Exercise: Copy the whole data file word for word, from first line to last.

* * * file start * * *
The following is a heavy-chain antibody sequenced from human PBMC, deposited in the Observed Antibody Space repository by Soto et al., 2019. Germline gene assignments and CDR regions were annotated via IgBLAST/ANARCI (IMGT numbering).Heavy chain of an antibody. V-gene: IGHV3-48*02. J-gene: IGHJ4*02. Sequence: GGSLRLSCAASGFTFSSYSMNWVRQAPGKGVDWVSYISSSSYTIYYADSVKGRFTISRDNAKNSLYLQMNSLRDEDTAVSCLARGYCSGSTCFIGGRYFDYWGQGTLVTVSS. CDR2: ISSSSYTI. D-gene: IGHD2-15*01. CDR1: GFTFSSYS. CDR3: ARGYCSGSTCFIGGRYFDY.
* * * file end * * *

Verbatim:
The following is a heavy-chain antibody sequenced from human PBMC, deposited in the Observed Antibody Space repository by Soto et al., 2019. Germline gene assignments and CDR regions were annotated via IgBLAST/ANARCI (IMGT numbering).Heavy chain of an antibody. V-gene: IGHV3-48*02. J-gene: IGHJ4*02. Sequence: GGSLRLSCAASGFTFSSYSMNWVRQAPGKGVDWVSYISSSSYTIYYADSVKGRFTISRDNAKNSLYLQMNSLRDEDTAVSCLARGYCSGSTCFIGGRYFDYWGQGTLVTVSS. CDR2: ISSSSYTI. D-gene: IGHD2-15*01. CDR1: GFTFSSYS. CDR3: ARGYCSGSTCFIGGRYFDY.